Surprisingly, the relationship between motherhood and debt remains undertheorized. When it is considered, it is framed through a racially biased prism made familiar by books such as Ann Crittenden’s The Price of Motherhood.
In the late 19th century the shift from an agrarian, subsistence-based economy to an industrial one shifted work from the home site to the factory and public sphere. The home evolved from a workplace into a place of leisure, consumption, and an emotional haven, essentially putting women out of work. Women became “domestic angels” or were faced with a double burden if they held factory jobs. For all women the responsibility of being the moral and emotional center of the family held firm.
But what does this master narrative forget? What has become a truism for Northern women’s economic history (and the roots of feminism) is not a false story but a partial one that serves to mask the racial realities of this and subsequent periods in the U.S. The early industrial period, as Patricia Hill Collins and Dorothy Roberts have expertly argued, was one during which black women continued to be sexually vilified and cruelly eroticized, essentially criminalizing black motherhood—and leaving her far from the idealized angel of the house.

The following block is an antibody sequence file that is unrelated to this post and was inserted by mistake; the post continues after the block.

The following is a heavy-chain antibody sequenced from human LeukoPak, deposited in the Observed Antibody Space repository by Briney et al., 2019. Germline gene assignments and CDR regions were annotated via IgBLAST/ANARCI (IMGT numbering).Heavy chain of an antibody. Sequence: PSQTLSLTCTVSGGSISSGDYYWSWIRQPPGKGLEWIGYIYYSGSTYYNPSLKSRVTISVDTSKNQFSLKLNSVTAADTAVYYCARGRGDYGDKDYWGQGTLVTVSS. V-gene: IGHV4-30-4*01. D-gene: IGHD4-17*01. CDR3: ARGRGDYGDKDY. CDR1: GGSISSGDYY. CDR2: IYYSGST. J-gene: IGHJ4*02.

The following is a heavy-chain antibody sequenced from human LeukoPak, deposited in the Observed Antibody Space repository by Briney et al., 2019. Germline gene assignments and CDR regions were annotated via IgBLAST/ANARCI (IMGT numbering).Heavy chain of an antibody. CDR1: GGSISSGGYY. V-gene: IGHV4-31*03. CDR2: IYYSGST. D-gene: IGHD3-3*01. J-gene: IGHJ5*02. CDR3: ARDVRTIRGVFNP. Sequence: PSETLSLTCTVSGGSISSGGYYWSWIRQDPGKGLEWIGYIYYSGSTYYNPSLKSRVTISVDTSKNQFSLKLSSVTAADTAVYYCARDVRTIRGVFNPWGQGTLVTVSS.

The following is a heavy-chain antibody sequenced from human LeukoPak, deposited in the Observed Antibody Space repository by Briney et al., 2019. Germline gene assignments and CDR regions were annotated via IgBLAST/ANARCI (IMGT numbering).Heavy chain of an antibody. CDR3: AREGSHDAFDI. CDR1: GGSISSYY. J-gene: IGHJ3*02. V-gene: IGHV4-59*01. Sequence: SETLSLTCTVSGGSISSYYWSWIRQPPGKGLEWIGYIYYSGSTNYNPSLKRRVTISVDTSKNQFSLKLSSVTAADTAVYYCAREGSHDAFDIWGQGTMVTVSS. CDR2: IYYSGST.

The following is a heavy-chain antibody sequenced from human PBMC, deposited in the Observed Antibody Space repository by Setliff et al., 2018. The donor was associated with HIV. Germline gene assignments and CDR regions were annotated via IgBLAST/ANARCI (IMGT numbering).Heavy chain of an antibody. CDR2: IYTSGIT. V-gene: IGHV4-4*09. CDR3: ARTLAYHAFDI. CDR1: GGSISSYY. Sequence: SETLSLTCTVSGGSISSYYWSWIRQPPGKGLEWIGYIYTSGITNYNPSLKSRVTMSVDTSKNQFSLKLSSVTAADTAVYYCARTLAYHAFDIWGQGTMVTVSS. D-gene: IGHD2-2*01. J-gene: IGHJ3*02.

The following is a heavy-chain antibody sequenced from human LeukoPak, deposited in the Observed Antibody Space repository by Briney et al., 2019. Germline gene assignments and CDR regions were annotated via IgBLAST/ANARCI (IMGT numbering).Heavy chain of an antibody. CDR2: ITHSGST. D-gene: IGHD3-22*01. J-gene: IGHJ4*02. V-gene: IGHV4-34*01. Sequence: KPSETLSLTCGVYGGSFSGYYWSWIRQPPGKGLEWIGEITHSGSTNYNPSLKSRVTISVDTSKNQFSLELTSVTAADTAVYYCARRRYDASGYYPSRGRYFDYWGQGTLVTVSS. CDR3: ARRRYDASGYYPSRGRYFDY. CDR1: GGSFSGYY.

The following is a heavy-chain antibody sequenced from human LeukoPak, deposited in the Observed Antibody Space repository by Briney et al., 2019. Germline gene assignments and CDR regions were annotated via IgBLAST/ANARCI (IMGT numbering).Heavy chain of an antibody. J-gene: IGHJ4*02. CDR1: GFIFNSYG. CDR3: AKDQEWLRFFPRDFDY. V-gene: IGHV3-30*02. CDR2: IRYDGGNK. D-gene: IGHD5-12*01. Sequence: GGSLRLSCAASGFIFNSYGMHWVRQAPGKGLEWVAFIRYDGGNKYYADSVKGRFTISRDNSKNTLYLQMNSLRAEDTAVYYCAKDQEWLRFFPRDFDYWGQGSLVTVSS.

Professor Baldwin's talk examines the regional and racial biases implicit in the narrative of the price of motherhood. Through a variety of cultural texts including Sula, Heavy, Precious, and The Help, and the TV shows Black-Ish, Scandal, and Empire, she traces contemporary under-theorization of motherhood and debt through the performance of the black mother. De-emphasizing the stereotypes of “jezebel,” “mammy” and “welfare queen,” she uses the example of the antebellum Southern household to ask how the racial stratification of motherhood continues to cut across contemporary performances of indebted black subjecthood. These cultural articulations (and others) expose the contradictory ways black motherhood and debt transform our sense of personhood and social belonging. How can the voices of black mothers be heard within the cacophony of our current moment in which an energized privileged-class feminism dovetails with the neoliberal announcement that there is no better time to be a woman and a mother? How can we square the imperatives of a Lean In zeitgeist with the realities of Killing the Black Body?